An appeals court in Germany has ruled that a family court's decision to keep legal custody of four children away from their parents, Dirk and Petra Wunderlich, was wrong, and ordered that complete custody be returned to the family. However, the court maintained that homeschooling endangers children and they should go to school.
"We have won custody and we are glad about that," Dirk said in a statement released by Virginia-based Home School Legal Defense Association, which has been assisting the Wunderlich family since their children were taken on Aug. 29, 2013.
The court said taking the children away was not proportionate, but only because the authorities should instead impose heavy fines and proceed with criminal prosecution. "This decision upholds the absurd idea that homeschooling is child endangerment and an abuse of parental authority."
Homeschooling is illegal in Germany. Thousands of Americans have contacted the German embassy to complain about how the Wunderlichs were treated, according to HSLDA.
The children of the Wunderlichs were seized at gunpoint by officials after they refused to send their children to the public school. In September 2013, the Wunderlichs were reunited with their children, but only after they promised to send their kids to public school.
The Wunderlichs then requested that they be allowed to leave the country so that they could go to a country that will allow them to homeschool. A judge told them that if they left before a December hearing on their case, they would be brought back to Germany and face criminal sanctions. Left with no other option, the Wunderlich children began attending public school last October. However, the Wunderlichs began homeschooling again when the court indicated it would rule this way.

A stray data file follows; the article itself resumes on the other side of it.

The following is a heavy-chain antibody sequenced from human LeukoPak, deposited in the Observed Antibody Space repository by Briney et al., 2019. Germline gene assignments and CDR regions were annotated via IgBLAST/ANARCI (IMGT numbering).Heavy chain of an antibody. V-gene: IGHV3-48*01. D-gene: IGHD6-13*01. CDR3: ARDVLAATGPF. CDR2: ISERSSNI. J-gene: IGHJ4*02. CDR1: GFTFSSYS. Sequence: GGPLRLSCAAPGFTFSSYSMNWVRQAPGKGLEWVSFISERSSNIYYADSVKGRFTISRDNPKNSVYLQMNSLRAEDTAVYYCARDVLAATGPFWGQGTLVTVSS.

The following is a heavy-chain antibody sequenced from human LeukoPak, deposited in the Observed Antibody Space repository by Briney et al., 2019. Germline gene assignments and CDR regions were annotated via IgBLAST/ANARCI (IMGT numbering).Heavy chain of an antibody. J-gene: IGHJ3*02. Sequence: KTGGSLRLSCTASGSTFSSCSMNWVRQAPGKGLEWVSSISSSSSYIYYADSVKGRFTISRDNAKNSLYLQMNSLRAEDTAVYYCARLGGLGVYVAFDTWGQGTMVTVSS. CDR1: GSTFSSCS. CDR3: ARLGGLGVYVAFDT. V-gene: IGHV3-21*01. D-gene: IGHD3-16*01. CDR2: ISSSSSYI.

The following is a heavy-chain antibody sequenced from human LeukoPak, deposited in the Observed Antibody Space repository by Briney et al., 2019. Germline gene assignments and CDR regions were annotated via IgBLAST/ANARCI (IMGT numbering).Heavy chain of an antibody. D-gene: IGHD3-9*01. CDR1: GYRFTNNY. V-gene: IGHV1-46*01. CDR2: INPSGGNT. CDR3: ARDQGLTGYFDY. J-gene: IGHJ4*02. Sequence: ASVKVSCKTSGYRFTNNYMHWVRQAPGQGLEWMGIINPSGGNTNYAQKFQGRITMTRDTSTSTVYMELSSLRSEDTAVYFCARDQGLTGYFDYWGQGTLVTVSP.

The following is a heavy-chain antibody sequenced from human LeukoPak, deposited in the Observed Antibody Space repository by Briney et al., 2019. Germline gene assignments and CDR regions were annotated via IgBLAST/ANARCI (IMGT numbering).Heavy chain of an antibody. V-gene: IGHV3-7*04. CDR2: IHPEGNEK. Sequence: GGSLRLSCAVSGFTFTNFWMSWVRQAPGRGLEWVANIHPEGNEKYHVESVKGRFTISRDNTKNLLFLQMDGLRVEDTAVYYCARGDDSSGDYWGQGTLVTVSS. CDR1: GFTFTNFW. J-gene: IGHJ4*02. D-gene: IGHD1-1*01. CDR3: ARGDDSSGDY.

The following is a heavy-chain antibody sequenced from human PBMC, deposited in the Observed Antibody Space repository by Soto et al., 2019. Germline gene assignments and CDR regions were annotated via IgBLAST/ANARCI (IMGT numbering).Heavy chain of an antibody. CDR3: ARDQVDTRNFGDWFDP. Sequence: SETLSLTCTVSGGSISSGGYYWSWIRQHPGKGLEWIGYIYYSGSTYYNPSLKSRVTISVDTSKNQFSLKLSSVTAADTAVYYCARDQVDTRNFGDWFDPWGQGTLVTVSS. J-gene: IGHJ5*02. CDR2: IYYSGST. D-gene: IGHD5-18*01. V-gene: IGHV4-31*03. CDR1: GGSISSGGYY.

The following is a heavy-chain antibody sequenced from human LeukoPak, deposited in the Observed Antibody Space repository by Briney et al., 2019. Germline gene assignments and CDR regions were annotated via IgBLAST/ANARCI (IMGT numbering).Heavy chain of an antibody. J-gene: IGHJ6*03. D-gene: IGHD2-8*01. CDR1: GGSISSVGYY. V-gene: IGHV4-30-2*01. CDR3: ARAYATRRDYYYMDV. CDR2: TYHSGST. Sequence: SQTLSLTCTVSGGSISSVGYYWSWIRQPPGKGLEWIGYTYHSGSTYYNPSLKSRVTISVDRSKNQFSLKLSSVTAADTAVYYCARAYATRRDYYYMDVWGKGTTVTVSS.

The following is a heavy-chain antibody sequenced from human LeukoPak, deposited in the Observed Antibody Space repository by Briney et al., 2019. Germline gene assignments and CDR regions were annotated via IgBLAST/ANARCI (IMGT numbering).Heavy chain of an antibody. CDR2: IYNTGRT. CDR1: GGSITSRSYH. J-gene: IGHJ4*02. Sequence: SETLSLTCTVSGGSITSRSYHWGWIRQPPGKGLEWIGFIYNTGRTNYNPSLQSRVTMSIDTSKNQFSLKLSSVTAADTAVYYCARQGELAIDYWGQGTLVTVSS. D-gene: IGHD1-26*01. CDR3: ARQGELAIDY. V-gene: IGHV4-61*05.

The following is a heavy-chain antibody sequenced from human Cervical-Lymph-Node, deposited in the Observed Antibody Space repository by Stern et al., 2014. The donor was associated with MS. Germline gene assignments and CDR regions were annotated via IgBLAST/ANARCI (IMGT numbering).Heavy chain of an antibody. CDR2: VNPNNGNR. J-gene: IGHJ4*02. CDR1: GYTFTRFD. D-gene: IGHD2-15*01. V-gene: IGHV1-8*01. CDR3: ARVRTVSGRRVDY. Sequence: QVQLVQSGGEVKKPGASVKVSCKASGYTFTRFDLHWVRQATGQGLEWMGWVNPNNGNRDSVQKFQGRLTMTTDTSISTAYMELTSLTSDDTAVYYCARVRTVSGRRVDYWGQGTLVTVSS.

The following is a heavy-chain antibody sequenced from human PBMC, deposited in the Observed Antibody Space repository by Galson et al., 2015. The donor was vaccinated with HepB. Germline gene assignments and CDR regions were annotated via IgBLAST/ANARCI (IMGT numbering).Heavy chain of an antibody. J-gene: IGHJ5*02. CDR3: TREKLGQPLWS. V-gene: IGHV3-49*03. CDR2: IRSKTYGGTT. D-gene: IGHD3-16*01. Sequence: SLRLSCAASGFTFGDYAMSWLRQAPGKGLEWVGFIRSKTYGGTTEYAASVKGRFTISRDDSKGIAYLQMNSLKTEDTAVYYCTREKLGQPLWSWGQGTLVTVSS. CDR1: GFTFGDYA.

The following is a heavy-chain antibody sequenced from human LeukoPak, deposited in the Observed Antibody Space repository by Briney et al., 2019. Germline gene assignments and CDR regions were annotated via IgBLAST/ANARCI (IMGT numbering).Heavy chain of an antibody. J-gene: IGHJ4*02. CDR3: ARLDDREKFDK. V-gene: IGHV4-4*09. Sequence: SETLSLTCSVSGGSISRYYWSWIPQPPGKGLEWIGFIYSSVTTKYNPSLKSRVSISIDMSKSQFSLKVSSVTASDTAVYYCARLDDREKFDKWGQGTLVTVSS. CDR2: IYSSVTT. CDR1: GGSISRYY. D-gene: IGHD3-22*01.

"While we no longer fear that our children will be taken away as long as we are living in Hessen, it can still happen to other people in Germany," Dirk went on to say. "Now we fear crushing fines up to $75,000 and jail. This should not be tolerated in a civilized country."
Petra said it is almost impossible for any family to fight "the powerful German state" because "it is too much, too expensive."
HSLDA's Director for Global Outreach, Michael Donnelly, had a mixed reaction to the judgment.
"We welcome this ruling that overturns what was an outrageous abuse of judicial power," he said. "The lower court decision to take away legal custody of the children essentially imprisoned the Wunderlich family in Germany. But this decision does not go far enough. The court has only grudgingly given back custody and has further signaled to local authorities that they should still go after the Wunderlichs with criminal charges or fines."
Donnelly added that imprisonment and fines for homeschooling are "outside the bounds of what free societies that respect fundamental human rights should tolerate." He pointed out that parental decision making in education must be acknowledged. "Germany's state and national policies that permit banning home education must be changed. Such policies from a leading European democracy not only threaten the rights of tens of thousands of German families but establish a dangerous example that other countries may be tempted to follow."
The struggle goes on and HSLDA will "continue to support those who stand against German policy banning homeschooling that violates international legal norms," HSLDA Chairman Michael Farris said.
Another German homeschooling family, the Romeikes, who are evangelical Christians, fled to the United States last year to avoid having their children seized from them.